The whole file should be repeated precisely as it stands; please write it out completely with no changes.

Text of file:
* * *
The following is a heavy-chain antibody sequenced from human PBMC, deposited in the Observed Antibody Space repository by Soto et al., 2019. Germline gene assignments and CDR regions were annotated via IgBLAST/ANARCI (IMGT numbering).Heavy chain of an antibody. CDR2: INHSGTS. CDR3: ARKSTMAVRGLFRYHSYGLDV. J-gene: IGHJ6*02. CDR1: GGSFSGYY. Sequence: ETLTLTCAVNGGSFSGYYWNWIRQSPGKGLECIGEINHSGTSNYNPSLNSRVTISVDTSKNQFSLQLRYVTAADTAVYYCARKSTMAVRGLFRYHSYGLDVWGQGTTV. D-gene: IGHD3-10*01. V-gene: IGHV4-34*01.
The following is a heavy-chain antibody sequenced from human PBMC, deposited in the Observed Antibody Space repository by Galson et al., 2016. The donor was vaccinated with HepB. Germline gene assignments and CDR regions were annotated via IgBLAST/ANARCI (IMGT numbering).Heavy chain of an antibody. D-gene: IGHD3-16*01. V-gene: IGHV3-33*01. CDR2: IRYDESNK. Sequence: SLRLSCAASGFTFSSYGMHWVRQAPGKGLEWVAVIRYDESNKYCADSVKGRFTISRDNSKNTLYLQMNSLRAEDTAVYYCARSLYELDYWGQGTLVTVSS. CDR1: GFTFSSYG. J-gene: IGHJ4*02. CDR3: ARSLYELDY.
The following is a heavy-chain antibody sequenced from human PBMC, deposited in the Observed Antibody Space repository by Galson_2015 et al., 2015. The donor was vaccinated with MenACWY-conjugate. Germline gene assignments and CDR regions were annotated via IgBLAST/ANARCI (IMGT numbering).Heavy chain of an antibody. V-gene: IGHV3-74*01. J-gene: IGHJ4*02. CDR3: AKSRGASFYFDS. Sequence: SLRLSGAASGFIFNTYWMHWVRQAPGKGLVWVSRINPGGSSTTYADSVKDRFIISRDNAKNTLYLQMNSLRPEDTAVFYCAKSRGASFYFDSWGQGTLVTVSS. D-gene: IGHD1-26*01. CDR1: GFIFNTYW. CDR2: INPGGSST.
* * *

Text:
The following is a heavy-chain antibody sequenced from human PBMC, deposited in the Observed Antibody Space repository by Soto et al., 2019. Germline gene assignments and CDR regions were annotated via IgBLAST/ANARCI (IMGT numbering).Heavy chain of an antibody. CDR2: INHSGTS. CDR3: ARKSTMAVRGLFRYHSYGLDV. J-gene: IGHJ6*02. CDR1: GGSFSGYY. Sequence: ETLTLTCAVNGGSFSGYYWNWIRQSPGKGLECIGEINHSGTSNYNPSLNSRVTISVDTSKNQFSLQLRYVTAADTAVYYCARKSTMAVRGLFRYHSYGLDVWGQGTTV. D-gene: IGHD3-10*01. V-gene: IGHV4-34*01.
The following is a heavy-chain antibody sequenced from human PBMC, deposited in the Observed Antibody Space repository by Galson et al., 2016. The donor was vaccinated with HepB. Germline gene assignments and CDR regions were annotated via IgBLAST/ANARCI (IMGT numbering).Heavy chain of an antibody. D-gene: IGHD3-16*01. V-gene: IGHV3-33*01. CDR2: IRYDESNK. Sequence: SLRLSCAASGFTFSSYGMHWVRQAPGKGLEWVAVIRYDESNKYCADSVKGRFTISRDNSKNTLYLQMNSLRAEDTAVYYCARSLYELDYWGQGTLVTVSS. CDR1: GFTFSSYG. J-gene: IGHJ4*02. CDR3: ARSLYELDY.
The following is a heavy-chain antibody sequenced from human PBMC, deposited in the Observed Antibody Space repository by Galson_2015 et al., 2015. The donor was vaccinated with MenACWY-conjugate. Germline gene assignments and CDR regions were annotated via IgBLAST/ANARCI (IMGT numbering).Heavy chain of an antibody. V-gene: IGHV3-74*01. J-gene: IGHJ4*02. CDR3: AKSRGASFYFDS. Sequence: SLRLSGAASGFIFNTYWMHWVRQAPGKGLVWVSRINPGGSSTTYADSVKDRFIISRDNAKNTLYLQMNSLRPEDTAVFYCAKSRGASFYFDSWGQGTLVTVSS. D-gene: IGHD1-26*01. CDR1: GFIFNTYW. CDR2: INPGGSST.